Where in the world are little girl children granted free reign to do the following:
1) hitting up the vending machine in a communal cafeteria;
2) sneaking into the communal men’s bathroom;
3) tiptoeing through an indoor atrium garden;
4) photocopying various bodyparts, usually the face and hands?
No, not heaven. Just an office park in Brookfield, WI where my mom would bring my sister and I (and sometimes a friend) to her business when there was no one to chaperone us elsewhere. She told us we’d be “helping” with her work, which made me feel grown up and lucky. But once we arrived, my adolescent work ethic shriveled–how could we be expected to work when we could fill our pockets with stolen quarters and then watch half a dozen, square Kit Kats wrapped in shiny red, fall from the top row of the vending machine? I realize now, we were doing the only thing required of us: entertaining ourselves, staying out of trouble, and giving my mom some peace and quiet time to get work done.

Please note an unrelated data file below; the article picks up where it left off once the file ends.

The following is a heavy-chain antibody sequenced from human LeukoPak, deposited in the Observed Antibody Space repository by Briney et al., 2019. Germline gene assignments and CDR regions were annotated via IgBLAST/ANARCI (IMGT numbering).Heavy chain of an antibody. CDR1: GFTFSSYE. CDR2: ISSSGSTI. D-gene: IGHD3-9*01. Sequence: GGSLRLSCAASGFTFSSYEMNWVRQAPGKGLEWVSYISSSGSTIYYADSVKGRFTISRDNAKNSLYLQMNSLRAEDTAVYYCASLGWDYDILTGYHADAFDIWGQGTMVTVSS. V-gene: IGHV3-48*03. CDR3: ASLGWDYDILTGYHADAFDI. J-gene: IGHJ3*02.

Twenty years later, with my own business, I still can’t resist the call of magnifying every pore on my face and printing it out for record. I used my brand new scanner for the very first time today to send a W9 and Freelancer Contract (a very exciting publication is on the horizon), but then decided to get back to my creative roots by pressing my face against the glass plate and trying not to look directly into the light. When I could no longer keep my eyelids from opening to the temptation, I saw thick bands of blue, red, and green light. Thank God for the sunglasses.
Today, I am grateful for technology and the delicate balance between its improvements in efficiency (sending paperless documents) and its equal and opposite distractions (photocopying self is not a billable item to any client).